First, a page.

Can I ski with a metatarsal stress fracture? Well, that’s a great question and that’s what we’re talking about today on the Doc On The Run Podcast.
Now this may seem like a crazy question when you first think about it, because skiing seems like a high stress activity. But I have had lots of runners who have asked me this question, and usually when they do, they have thought about it, and they point out that a ski boot is a very stiff and very protective piece of equipment.
In fact, in large part, it is stiffer and more protective than a fracture walking boot. It’s basically like wearing a cast, you just happen to have skis attached to it, and you’re doing something fun. The question though is not really, if it’s safe for you to wear the boot, the problem is, is it safe for you to ski with the boot and that leads to several questions that you’ve really got to ask yourself if you want to think about whether or not it’s actually safe for you to do it.
Now the first thing is, is you’ve got to figure out does it hurt when you put the boot on? So, if you know what the pain feels like in that injured metatarsal, when you’re pushing on it, when you’re running on it, when you’re doing anything that was causing pain before, well do you feel that same kind of pain when you’re trying to put the ski boot on?
Some ski boots are very difficult to get in and out of and when you have to push your foot, and twist it, and strain it, and force it into that ski boot, you just might be stressing the metatarsal in a way that could re-injure it or slow down the healing. You definitely do not want to do that. So, if it hurts when you’re putting on your ski boot, it is definitely not safe for you to do it. If it doesn’t hurt, then it might be safe for you to do it.
Now, the second thing is, does it hurt when you ski? So, if you’re skiing and you don’t feel any pain, that’s a good sign. The problem is, is that you as an athlete, somebody who wants to be doing something active are going to be having so much fun skiing, you’re going to be exercising. You’re going to have all these endorphins; you’re going to be outside. It’s all going to be enjoyable and that all makes it more difficult for you to actually notice the discomfort in your foot.
So, if it doesn’t hurt when you ski, that’s a good thing, but it doesn’t necessarily mean it’s entirely safe for you. If it does hurt when you’re skiing, then it is definitely not safe for you or not reasonable for you to be skiing, and you need to re-assess.
Now, the third question is, does it hurt when you’re taking the boot off? So once you’re done skiing, if you have to really crank, and pull, and twist, and yank on your foot to get it out of the boot, and it causes any pain at all, it is definitely not a good idea, and it’s not safe for you to do it.
Now, you’re always trying to weigh of course, the value of doing the exercise and the damage that you might be doing to the metatarsal, and in terms of slowing down that healing process. This is something you have to weigh as an individual in a case cut by case basis. But if it really hurts when you’re taking off the boot, and it causes a bunch of pain or swelling, then that’s not really a great sign.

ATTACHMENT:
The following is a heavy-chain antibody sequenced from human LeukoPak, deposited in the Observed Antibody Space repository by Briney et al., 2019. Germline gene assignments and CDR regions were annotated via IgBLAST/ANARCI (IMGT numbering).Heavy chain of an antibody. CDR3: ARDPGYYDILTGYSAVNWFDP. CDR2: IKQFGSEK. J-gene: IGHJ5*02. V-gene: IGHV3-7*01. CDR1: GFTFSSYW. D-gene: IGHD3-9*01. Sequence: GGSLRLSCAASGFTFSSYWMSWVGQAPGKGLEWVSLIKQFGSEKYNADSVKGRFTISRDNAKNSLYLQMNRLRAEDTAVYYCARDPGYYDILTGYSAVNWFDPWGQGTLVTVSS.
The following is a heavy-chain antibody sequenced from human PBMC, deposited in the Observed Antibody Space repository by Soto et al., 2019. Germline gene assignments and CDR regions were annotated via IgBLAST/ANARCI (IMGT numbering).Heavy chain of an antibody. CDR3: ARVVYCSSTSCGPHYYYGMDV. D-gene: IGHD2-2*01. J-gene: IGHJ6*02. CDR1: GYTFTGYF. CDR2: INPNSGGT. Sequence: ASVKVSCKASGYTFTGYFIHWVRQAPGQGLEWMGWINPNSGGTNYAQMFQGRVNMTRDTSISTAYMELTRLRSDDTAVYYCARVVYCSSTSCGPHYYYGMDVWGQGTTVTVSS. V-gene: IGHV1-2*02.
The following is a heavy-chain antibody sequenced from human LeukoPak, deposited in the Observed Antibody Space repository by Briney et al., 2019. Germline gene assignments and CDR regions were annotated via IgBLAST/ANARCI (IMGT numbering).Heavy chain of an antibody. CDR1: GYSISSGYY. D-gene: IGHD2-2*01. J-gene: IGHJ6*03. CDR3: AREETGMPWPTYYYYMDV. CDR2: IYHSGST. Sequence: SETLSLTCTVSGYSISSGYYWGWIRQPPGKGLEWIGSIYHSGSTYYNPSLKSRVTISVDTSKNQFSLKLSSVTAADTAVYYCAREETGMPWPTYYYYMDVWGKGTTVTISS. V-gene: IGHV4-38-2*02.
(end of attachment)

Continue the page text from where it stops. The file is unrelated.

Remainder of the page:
Now the fourth thing is, does it hurt later in the day after you ski? So, when you get home and you’re relaxing in the evening, if you start having aching throbbing pain that you didn’t have before, that’s a clear indication that you should not be skiing because you’ve applied too much stress to the boot during the day, and now it’s aching and throbbing at the end of the day. If that’s your situation, it is probably going to slow down your healing, and it may delay you from getting back to running. So, you’ve got to be really thoughtful and careful about it and analyzing that at the end of the day.
Then the fifth thing is, does it hurt when you wake up in the morning after you ski? So, you have to really think about this. If you’ve gotten to the point with the metatarsal stress fracture recovering, such that you don’t really have any discomfort or any pain when you wake up and step out of bed in the morning. But then you go skiing in the morning, after you ski, you wake up and step out of bed and you have pain. That means that you’ve accumulated more inflammation within and around the bone, and that causes pain. That is obviously a bad sign.
So, if you wake up in the morning and then you notice pain that’s increased compared to what you had before, you shouldn’t be doing it, you’re applying too much stress to the bone. The alternative is that you could try to reduce some of the stress and strain to that injured metatarsal bone, by applying some padding, and using some of the strategies that I talk about in the metatarsal stress fracture course.
You’ve got to do something to reduce the stress and strain to the injured metatarsal so that you can remain active while that injury continues to heal. That’s really the big key with managing metatarsal stress fractures, if you want to get back to running as quickly as possible.